- a complete blood count
- a test for cancer antigen 125 levels, which may
be elevated if you have ovarian cancer
- a test for HCG levels, which may be elevated if
you have a germ cell tumor
- a test for alpha-fetoprotein, which may be
produced by germ cell tumors
- a test for lactate dehydrogenase levels, which may
be elevated if you have a germ cell tumor
- a test for inhibin, estrogen, and testosterone
levels, which may be elevated if you have a stromal cell tumor
- liver function tests to determine if the cancer
- kidney function tests to determine if the cancer
has obstructed your urine flow or spread to the bladder and kidneys
Other diagnostic studies can also be used to check for signs
of ovarian cancer:
A biopsy is
essential for determining if cancer is present. A small sample is taken from
the ovaries to look for cancer cells. This can be done with a needle that’s
guided by a CT scan or by an ultrasound. It can also be done through a
laparoscope. If fluid in the abdomen is present, a sample can be examined for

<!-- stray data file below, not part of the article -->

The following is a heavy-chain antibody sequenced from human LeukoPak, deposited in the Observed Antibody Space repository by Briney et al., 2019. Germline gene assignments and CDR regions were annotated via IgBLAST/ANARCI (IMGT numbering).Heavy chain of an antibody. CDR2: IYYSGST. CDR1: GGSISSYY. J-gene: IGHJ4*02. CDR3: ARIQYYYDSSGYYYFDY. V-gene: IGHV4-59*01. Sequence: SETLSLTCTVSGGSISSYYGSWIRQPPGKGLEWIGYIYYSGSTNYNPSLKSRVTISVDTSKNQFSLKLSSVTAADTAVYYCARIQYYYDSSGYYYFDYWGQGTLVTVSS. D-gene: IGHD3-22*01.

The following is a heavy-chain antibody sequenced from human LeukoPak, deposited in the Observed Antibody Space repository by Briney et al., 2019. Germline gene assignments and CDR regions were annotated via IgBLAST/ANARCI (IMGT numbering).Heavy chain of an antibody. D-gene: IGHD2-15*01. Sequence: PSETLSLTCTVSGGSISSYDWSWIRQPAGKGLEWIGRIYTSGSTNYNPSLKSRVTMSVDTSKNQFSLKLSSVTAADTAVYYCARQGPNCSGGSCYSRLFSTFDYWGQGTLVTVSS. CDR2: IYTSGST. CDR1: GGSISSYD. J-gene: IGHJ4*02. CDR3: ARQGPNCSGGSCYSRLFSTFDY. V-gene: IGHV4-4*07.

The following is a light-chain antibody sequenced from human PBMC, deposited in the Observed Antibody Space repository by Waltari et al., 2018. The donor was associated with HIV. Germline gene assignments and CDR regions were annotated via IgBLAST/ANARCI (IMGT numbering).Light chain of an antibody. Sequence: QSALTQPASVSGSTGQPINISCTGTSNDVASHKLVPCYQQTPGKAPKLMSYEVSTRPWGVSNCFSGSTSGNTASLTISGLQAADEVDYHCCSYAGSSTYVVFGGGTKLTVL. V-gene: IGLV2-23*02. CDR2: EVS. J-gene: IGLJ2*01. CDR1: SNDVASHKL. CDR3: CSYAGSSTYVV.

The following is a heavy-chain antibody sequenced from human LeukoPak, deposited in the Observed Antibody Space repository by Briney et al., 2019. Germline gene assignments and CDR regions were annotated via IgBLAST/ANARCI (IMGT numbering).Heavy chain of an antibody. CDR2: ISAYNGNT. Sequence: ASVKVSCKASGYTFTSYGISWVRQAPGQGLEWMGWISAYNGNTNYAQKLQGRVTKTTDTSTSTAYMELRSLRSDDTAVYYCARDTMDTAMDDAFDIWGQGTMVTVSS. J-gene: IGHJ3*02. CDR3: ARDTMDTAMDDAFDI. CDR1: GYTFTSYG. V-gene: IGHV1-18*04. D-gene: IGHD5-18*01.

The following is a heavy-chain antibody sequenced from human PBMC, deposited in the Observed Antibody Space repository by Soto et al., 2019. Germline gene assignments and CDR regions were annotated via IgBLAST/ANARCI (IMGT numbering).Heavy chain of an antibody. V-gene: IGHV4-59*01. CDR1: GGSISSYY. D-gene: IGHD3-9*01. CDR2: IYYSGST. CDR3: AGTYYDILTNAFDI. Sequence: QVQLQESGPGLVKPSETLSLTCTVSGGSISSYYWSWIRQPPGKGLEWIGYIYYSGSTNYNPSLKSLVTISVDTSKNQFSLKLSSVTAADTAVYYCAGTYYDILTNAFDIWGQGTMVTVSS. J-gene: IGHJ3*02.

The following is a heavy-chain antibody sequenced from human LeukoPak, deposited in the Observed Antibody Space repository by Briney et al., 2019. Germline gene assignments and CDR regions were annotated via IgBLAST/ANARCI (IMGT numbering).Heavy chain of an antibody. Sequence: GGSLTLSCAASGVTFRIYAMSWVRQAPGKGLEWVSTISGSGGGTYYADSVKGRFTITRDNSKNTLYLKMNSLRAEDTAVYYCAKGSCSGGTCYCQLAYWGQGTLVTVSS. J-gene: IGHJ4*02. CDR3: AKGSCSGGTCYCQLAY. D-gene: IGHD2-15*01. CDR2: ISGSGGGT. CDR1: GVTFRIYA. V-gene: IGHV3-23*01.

There are several
types of imaging tests that can look for changes in the ovaries and other
organs that are caused by cancer. These include a CT scan, MRI, or PET scan.
Checking for Metastasis
If your doctor
suspects ovarian cancer, they may order other tests to see if the cancer has
spread to other organs. These tests may include the following:
- A urinalysis can be done to look
for signs of infection or blood in the urine. These can occur if cancer spreads
to the bladder and kidneys.
- A chest X-ray can be done to detect
when tumors have spread to the lungs.
- A barium
enema can be done to see if the tumor has spread to the colon or
Stages of Ovarian Cancer
Cancer of the ovary is staged according to the following
- Stage 1 cancer is confined to one or both
- Stage 2 cancer is confined to the pelvis.
- Stage 3 cancer has spread into the abdomen.
- Stage 4 cancer has spread outside of the abdomen
or into other solid organs.
Treatment for Ovarian Cancer